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Fri, Nov 04, 2022

NASA Sends Full Roster of Experiments Aboard SpaceX's 26th Ride

From Tomatoes to Blood Tests, the ISS Resupply Will Keep 'Em Busy For a While

The latest Commercial Resupply Mission from SpaceX, slated for November 18th, is shaping up to have a full scientific manifest.

The flight will mark the 26th mission for the spacefaring contractor, delivering a few unusual research materials regarding nutrition and survival as they look to extend the food supply above. The first, an effort to grow fresh vegetables in space, has borne small yields of Red Robin Dwarf Tomatoes in the Veg-05 unit. Reportedly, they've been growing efficiently so far, paving the way for a fresh, nutritious, and palatable option aside from freeze-dried fare in the future.

“We are testing tomatoes, looking at the impacts of light spectrum on how well the crop grows, how delicious and nutritious the tomatoes are, and the microbial activity on the fruit and plants,” says Gioia Massa, NASA Life Sciences project scientist and VEG-05 principal investigator. “We also are examining the overall effect of growing, tending, and eating crops on crew behavioral health. All of this will provide valuable data for future space exploration.”

Medical nerds may remember prior projects to bolster diagnostic capability aboard the ISS, much like the upcoming Moon Microscope set for delivery later this month. The system will allow the ISS crew to use a compact microscope and sampling system in order to send hematology imagery back home for diagnosis, allowing for a higher standard of care that will be much more impossible when a return to earth is months away. During the experiment, NASA personnel will analyze stressors and immune responses in the crew to see how the system would work in an emergency. NASA stressed that the kit isn't being sent in response to any particular problem, merely what could happen in a far off future.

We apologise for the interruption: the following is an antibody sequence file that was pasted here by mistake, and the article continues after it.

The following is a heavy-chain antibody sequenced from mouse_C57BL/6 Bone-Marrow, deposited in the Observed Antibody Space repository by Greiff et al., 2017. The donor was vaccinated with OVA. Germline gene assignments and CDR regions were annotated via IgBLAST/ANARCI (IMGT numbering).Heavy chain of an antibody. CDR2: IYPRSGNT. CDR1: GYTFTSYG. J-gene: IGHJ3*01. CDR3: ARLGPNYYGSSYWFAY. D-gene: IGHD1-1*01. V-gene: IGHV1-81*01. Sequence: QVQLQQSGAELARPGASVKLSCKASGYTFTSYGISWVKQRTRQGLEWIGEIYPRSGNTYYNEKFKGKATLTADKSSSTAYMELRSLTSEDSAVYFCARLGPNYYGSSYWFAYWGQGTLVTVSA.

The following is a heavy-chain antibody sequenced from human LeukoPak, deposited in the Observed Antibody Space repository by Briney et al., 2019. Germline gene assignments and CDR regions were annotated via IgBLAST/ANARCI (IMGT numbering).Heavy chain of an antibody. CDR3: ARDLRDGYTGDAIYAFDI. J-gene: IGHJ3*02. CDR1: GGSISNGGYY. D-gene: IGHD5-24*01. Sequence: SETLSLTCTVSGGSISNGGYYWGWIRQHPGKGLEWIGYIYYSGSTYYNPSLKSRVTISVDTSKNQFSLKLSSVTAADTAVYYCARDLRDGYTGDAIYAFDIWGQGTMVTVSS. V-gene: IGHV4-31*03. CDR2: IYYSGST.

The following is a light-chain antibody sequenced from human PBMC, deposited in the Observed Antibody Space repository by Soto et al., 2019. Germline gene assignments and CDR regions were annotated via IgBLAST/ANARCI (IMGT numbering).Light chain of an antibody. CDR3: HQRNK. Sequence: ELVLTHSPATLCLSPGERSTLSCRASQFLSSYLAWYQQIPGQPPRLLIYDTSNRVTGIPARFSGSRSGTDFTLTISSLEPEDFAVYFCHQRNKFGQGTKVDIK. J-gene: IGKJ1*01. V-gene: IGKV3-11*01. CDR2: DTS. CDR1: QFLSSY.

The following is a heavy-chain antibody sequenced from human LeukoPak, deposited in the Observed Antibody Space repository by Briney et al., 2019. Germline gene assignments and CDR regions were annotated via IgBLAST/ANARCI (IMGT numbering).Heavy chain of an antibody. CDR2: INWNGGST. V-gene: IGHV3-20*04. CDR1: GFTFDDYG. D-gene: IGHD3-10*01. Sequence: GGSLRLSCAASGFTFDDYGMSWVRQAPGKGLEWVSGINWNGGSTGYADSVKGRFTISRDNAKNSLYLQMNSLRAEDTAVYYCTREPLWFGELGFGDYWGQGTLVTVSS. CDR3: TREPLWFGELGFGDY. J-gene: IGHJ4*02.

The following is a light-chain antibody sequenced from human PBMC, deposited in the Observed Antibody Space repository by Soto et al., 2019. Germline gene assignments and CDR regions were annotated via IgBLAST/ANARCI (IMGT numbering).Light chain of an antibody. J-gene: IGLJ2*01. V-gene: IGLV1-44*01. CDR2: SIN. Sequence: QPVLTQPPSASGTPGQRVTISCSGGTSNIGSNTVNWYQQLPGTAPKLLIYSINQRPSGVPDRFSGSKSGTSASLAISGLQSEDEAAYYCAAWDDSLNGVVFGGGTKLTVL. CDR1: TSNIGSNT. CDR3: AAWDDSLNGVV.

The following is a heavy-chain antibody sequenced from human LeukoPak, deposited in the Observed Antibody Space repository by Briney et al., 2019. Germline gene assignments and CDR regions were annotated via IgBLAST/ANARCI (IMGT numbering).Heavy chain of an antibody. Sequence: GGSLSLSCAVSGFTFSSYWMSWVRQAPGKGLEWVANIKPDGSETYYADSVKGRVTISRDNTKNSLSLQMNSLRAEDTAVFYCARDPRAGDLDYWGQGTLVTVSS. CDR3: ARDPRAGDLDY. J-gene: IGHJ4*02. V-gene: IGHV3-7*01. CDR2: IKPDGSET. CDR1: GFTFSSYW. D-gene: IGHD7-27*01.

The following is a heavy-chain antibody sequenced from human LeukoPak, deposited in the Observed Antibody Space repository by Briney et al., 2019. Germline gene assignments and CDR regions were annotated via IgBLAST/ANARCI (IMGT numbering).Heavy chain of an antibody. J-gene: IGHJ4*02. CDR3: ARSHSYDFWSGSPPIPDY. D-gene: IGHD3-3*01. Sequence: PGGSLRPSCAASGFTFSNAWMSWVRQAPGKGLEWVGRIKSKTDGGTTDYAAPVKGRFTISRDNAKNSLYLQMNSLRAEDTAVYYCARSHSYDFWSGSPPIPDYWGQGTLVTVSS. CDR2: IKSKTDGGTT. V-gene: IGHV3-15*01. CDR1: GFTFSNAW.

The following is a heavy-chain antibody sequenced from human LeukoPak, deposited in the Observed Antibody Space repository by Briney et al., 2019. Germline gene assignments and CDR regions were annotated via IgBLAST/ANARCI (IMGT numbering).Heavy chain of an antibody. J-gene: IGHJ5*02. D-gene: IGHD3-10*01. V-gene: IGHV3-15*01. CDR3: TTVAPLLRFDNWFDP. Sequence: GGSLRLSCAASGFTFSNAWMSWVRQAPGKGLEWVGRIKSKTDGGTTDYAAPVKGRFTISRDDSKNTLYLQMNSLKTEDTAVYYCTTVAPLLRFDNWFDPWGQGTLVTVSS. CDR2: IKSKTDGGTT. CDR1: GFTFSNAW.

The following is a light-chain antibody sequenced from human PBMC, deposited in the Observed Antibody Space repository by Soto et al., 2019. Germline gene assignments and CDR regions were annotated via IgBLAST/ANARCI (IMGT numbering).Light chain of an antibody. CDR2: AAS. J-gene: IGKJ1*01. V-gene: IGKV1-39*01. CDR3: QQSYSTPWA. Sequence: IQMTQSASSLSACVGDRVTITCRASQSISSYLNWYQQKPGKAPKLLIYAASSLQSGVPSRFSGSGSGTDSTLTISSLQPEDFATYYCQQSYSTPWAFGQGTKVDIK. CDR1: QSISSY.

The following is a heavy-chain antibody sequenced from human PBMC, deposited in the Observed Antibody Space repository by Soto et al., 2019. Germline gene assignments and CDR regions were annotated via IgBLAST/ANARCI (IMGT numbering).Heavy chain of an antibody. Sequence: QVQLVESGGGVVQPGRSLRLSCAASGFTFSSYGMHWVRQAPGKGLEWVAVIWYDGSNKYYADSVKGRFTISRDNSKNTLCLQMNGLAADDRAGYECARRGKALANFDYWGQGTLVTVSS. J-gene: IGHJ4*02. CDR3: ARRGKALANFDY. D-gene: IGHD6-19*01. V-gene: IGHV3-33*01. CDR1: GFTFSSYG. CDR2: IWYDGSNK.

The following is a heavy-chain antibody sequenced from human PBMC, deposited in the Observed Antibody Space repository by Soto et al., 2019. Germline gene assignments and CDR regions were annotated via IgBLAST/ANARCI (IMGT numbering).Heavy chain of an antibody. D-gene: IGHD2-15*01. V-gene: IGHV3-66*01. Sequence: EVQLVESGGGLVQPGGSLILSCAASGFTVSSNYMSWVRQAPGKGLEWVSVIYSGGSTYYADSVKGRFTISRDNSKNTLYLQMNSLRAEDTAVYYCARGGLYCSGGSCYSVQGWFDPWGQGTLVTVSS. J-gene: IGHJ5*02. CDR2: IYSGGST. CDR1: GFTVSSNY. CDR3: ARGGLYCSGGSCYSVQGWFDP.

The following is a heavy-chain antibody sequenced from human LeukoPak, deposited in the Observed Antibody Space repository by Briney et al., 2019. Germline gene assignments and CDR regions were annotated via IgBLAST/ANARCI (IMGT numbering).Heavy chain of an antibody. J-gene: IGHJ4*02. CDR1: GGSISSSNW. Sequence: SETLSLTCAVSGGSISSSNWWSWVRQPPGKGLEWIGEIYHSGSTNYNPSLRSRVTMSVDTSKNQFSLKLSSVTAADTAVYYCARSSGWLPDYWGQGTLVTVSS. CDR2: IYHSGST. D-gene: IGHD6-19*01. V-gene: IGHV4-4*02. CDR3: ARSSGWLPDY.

“We do not have a profound clinical problem on the space station, but crew members do experience changes in their immune systems,” says NASA immunologist and principal investigator Brian Crucian. “During deep space missions, all stressors increase and our ability to care for the crew is reduced, a combination that could increase certain clinical risks. This project is designed to create a diagnostic laboratory capability that is highly miniaturized and compatible with microgravity and operational constraints. An ill crew member could perform the blood smear, imaging, and transmission of images in minutes.”

FMI: www.nasa.gov

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